To set this up, you start by transferring the entire collection to a newly-formed limited partnership or LLC, both of which are popularly referred to as Family Limited Partnerships or FLPs. That transaction is tax-free. Next, you give your FLP ownership interests to your children — or to trusts created for their benefit. Say you give one-third ownership to each of your three kids. Under well-established gift-tax rules, each of the three gifts is valued separately, and each is valued based upon the actual legal rights that are transferred to them.
Here’s where the tax savings mount. The gift tax value of each gift is based upon its fair market value, which is defined as what an unrelated third party would pay to purchase the interest. That is actually a pretty complicated concept.
While each one-third ownership interest would stand to receive about $2.5 million if all the cars were sold and the proceeds were distributed to the owners of the FLP, the child would not have the voting power to force that to happen, any access to the cars themselves, any ability to force their sale, or any ability to dictate FLP operations. Further, the child would have a very difficult time finding anyone to purchase the FLP interest if the child decided to sell it.
The lack of control and impaired marketability mean that a third-party purchaser of the FLP interest would pay less than its $2.5 million pro rata value. That means that fair market value — and therefore gift tax value — would be lower. If the difference, or discount, is 33% (fairly strong but not out of line), then the gift tax value of the gift to the child would be $1.67 million.
Add the three gifts together and you end up with $5 million, all of which is sheltered by the $5 million exemption. But your estate is now smaller by $7.5 million (the value of all the cars), and it won’t get larger as the cars continue to appreciate during your lifetime.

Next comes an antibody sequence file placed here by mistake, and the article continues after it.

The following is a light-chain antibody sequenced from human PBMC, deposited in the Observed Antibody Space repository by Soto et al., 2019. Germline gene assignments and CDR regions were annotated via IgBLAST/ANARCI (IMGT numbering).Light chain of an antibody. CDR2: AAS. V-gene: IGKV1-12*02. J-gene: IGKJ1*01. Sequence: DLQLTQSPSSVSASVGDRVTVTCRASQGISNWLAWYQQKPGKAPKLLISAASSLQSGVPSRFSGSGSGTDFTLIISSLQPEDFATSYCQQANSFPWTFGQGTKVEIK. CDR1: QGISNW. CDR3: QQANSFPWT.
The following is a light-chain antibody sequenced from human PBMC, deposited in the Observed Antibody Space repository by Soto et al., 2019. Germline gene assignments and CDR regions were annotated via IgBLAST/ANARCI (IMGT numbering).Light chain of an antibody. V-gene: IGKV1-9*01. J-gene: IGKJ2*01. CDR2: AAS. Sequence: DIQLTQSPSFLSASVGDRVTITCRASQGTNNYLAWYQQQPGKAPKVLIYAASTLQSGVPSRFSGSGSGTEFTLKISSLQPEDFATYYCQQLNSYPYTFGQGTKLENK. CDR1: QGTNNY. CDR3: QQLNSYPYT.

Can I borrow the car?
The biggest drawback to this strategy is that the cars now belong to your children, and they don’t have to let you use them. Before you start thinking about ways to get around that, consider that Congress already beat you to the punch. Under the estate tax law, if you transfer assets to your family but retain the right to use them, the assets will still be counted as part of your estate at your death. And you can’t get around that with a nod and a wink. The IRS can look at actual use after the fact to indicate an informal, implied agreement or understanding, which is enough to add the cars to your estate.
But that may not be an insurmountable problem for the collector. There is no clear definition of “use,” but let’s speculate here — it has to involve driving. Sitting in your garage, being transported to Pebble Beach and shown in the Concours, etc., don’t involve driving — and probably shouldn’t be considered “use” for this purpose.